Wachovia Corp. on Friday agreed to buy back up to $8.8 billion in auction-rate securities and pay a $50 million fine, the latest bank caught in a regulatory crackdown of the bonds.
The market for auction-rate securities has been quickly unraveling since the end of last week, when Citigroup Inc. announced it would buy back $7.5 billion in the securities and pay $100 million in fines as part of its settlement with state and federal regulators. Since then, UBS, JPMorgan Chase & Co., and Morgan Stanley have also settled with regulators. Merrill Lynch & Co. has said it will voluntarily start to buy back the securities.
The bonds have proven nightmarish for many investors. Regulators say that Wachovia and the other banks did not accurately represent the risks of the securities to investors, wrongly leading them to believe that the bonds were as liquid as cash. However, most clients have been unable to access their auction-rate investments since February, when banks stopped submitting bids for the investments.
Weddington resident Chris Sutton said he was glad to hear about the settlement. Sutton, who is co-trustee for his parents’ trust, invested in auction-rate securities last year, at the suggestion of his Wachovia broker. He told the broker he needed a highly liquid investment because his mother needed to withdraw money for health care expenses. The broker, Sutton says, told him that he’d be able to access his principal almost any time.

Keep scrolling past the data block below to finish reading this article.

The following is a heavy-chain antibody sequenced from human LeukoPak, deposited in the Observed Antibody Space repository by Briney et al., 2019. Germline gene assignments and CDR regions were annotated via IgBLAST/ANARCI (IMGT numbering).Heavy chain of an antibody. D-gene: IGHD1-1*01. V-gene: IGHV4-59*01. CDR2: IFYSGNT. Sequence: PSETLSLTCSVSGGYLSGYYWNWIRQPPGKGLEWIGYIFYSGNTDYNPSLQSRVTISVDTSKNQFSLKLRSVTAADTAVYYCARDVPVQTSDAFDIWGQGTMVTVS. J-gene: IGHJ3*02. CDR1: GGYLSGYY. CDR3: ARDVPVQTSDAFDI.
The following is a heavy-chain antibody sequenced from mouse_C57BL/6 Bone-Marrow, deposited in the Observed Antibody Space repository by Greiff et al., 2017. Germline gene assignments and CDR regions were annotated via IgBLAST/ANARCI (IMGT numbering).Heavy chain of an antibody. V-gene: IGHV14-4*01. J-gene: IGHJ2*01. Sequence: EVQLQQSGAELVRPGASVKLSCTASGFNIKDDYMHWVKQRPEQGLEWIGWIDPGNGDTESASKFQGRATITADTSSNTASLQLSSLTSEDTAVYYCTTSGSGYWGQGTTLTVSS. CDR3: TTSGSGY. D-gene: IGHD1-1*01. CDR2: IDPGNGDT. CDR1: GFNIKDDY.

“Am I glad to hear that (the bank) is going to buy back the auction rates? Yes, I am,” Sutton said this week. “This money’s been frozen for months. We’re not wealthy people. My mom created a trust, and that’s our lifeblood.”
Wachovia, which did not admit or deny wrongdoing, said the settlement resolved investigations by state regulators led by the Missouri Secretary of State, the New York Attorney General and the SEC. Its settlement is similar to those by other banks, although some banks haven’t signed deals with as many regulators. Andrew Cuomo, New York’s attorney general, said Friday that Merrill Lynch should expect a lawsuit from his office soon.
Wachovia, under its agreement, will offer to buy back auction-rate securities from any investors who bought into the market before its February collapse. That means the bank could repurchase up to $5.7 billion in securities held by 40,000 individuals, small businesses and charities. It could also repurchase up to $3.1 billion from institutional investors.
The repurchasing program will take place in November for the first group, and next June for the institutional investors.
The bank will also reimburse investors who sold their auction-rate securities at a loss after the market’s collapse. Wachovia must provide no-interest loans for customers who need liquidity before then.
If customers have incurred other damages besides a loss of liquidity, they can participate in arbitration overseen by the Financial Industry Regulatory Authority. In those cases, Wachovia cannot contest its liability.